Neighbors plead with county to reject high-density housing project

Resident Sand Sheff criticized the council, saying the project will impact “a lot of people.”
Photo by Doug McMurdo

A proposed high-density housing overlay apartment complex featuring more than 220 units on a nearly 20-acre parcel on land currently zoned rural residential continues to draw strong opposition from neighbors.

The Grand County Council at a public hearing to collect public comment Tuesday heard from a number of people concerned over water quality and quantity, dangerously congested traffic, ruined views and even a need to fortify their homes against intruders.

Nearby resident Sand Sheff angrily criticized the council, saying the project will impact “a lot of people.” He said, “Nobody would vote for it.”

The project is behind the Wyndham Wingate Hotel, which is slated to open in roughly three weeks.

Sheff said the entrance to the project off an already busy Highway 191 would be “disastrous.”

“We had no say on the hotel,” he said before alleging the contractor destroyed a spring that had a flow of six million gallons per year. He said the project would add 300 to 500 more vehicles turning into and out of the project each day. “You cannot do this,” he insisted.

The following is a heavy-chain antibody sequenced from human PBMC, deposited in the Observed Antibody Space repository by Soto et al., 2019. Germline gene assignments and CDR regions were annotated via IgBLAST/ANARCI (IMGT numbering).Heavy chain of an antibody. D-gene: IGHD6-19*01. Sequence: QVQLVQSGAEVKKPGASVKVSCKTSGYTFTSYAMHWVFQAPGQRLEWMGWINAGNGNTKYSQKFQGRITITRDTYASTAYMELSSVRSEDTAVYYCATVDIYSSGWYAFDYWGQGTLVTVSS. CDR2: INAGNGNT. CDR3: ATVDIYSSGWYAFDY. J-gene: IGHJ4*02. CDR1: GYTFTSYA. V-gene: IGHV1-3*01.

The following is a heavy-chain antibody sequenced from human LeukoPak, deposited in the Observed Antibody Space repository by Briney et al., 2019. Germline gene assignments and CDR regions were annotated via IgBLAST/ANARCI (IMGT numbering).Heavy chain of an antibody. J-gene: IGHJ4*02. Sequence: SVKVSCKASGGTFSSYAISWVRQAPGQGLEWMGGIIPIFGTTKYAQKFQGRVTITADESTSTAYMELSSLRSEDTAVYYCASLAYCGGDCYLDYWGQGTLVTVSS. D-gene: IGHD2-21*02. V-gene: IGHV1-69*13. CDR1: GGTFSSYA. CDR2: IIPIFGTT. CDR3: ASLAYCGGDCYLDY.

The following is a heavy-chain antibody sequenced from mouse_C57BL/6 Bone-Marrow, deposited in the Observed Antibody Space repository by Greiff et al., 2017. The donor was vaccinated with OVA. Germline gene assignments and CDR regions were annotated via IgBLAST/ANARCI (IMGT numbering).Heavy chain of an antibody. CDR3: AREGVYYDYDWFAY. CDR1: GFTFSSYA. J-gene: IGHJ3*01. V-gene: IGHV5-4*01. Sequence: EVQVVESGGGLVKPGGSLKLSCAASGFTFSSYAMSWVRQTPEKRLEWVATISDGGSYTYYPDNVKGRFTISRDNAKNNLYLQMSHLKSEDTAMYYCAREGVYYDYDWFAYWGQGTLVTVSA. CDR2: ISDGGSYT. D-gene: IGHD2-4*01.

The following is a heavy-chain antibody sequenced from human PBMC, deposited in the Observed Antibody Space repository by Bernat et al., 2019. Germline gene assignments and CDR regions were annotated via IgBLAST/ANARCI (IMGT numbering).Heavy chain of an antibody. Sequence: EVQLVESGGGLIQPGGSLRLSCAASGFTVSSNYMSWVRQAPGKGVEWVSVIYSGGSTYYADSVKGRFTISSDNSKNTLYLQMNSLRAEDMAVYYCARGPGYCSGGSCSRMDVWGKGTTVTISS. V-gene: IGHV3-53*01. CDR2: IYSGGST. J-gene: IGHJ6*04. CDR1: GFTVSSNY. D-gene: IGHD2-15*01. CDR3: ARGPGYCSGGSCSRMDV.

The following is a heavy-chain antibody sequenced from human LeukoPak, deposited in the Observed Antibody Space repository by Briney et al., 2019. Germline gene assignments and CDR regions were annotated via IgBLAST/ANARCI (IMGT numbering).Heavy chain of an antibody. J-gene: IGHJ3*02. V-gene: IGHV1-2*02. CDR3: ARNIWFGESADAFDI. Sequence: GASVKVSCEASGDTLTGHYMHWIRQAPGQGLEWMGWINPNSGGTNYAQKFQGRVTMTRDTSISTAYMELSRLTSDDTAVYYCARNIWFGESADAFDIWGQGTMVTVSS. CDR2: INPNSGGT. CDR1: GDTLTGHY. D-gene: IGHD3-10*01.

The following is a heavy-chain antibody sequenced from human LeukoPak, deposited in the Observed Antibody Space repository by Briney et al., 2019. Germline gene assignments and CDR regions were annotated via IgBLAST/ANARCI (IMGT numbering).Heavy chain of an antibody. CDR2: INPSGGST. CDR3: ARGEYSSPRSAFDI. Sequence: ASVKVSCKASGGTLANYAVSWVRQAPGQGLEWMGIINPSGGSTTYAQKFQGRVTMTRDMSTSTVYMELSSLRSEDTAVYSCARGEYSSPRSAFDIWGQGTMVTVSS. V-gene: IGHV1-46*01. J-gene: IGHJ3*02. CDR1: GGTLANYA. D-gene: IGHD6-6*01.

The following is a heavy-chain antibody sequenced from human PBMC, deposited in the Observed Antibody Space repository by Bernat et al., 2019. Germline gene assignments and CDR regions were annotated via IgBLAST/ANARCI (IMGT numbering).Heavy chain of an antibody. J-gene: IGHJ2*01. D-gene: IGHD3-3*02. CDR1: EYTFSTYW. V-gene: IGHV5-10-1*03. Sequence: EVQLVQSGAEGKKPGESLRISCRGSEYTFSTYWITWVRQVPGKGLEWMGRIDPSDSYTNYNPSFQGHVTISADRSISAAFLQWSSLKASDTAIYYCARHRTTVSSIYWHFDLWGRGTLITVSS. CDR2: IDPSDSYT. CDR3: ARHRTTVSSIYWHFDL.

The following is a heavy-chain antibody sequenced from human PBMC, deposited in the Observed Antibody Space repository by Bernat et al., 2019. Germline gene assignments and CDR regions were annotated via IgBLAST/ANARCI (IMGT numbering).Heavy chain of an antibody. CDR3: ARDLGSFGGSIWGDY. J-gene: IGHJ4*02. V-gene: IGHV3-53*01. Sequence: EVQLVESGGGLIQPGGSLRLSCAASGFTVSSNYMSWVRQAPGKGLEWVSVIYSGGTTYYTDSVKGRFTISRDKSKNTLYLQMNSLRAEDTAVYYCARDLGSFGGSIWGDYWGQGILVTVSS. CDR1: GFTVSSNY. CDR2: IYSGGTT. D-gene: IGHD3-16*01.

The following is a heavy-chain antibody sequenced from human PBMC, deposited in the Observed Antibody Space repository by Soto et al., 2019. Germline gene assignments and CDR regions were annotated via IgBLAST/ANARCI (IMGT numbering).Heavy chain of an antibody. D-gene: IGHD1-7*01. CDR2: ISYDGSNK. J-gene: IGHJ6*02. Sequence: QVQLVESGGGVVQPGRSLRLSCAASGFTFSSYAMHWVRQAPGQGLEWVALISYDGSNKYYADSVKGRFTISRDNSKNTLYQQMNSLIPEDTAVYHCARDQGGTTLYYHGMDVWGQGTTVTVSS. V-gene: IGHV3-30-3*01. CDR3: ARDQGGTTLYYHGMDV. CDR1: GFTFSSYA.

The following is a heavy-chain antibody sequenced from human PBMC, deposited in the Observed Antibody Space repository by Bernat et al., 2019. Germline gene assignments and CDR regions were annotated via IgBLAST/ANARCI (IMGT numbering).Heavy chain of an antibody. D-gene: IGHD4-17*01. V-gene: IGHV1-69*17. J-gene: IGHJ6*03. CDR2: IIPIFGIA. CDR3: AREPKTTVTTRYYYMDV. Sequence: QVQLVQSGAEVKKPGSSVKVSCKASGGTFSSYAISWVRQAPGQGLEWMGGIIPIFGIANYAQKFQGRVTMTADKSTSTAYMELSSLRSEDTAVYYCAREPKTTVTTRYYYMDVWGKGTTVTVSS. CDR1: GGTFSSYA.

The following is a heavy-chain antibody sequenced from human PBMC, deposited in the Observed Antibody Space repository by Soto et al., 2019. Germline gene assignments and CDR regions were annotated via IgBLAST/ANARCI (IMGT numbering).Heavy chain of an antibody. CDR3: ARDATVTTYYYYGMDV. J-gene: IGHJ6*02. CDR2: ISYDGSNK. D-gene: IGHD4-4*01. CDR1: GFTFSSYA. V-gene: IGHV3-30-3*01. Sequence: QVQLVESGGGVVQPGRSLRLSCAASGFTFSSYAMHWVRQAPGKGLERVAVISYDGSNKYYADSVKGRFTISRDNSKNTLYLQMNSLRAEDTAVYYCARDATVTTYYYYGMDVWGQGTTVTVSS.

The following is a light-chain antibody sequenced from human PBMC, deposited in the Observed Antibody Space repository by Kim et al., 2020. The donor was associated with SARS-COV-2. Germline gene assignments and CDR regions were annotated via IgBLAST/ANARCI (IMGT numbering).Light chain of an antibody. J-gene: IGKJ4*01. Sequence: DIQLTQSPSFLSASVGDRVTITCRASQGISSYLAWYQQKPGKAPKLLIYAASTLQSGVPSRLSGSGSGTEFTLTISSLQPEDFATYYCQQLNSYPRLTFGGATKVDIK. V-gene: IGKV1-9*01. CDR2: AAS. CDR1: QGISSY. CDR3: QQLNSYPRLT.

Page Holland became emotional, lamenting the potential loss of her view, but she also had concerns regarding traffic, flooding potential and the existing springs in the area. “Your decisions could put lives in danger,” she said.

Holland also said she would have to “put better locks on her doors, lock her cars and put up razor wire–a comment made tongue in cheek–but she was serious when she said, “No amount of screening will save my view.” She pleaded with the council: “Save my view. If I have to look at an apartment complex for the rest of my life I would be crushed.”

Zacharia Levine acknowledged that concerns raised by neighbors were valid. He also said changes the Grand County Planning Commission made before making its favorable recommendation include requiring the developer to install a privacy fence anywhere on the property boundary that is shared with a neighbor; that building height be limited to 35 feet rather than the original 42; and that the developer designate which units would be deed restricted.

Developer William Hansen, said Levine, has agreed to those conditions and the new master plan includes 168 units that would be deed restricted.

While Levine acknowledged neighbors raised legitimate concerns, he said the plan meets “most of the … criteria” to qualify for the high-density overlay. He cited its proximity to employment and commercial activity in downtown Moab and to Utah State University Moab, to Highway 191 and to the hotel, which is defined as a “higher intensity” development.

The public comment period ends later this month. The council could take action at its Aug. 20 meeting.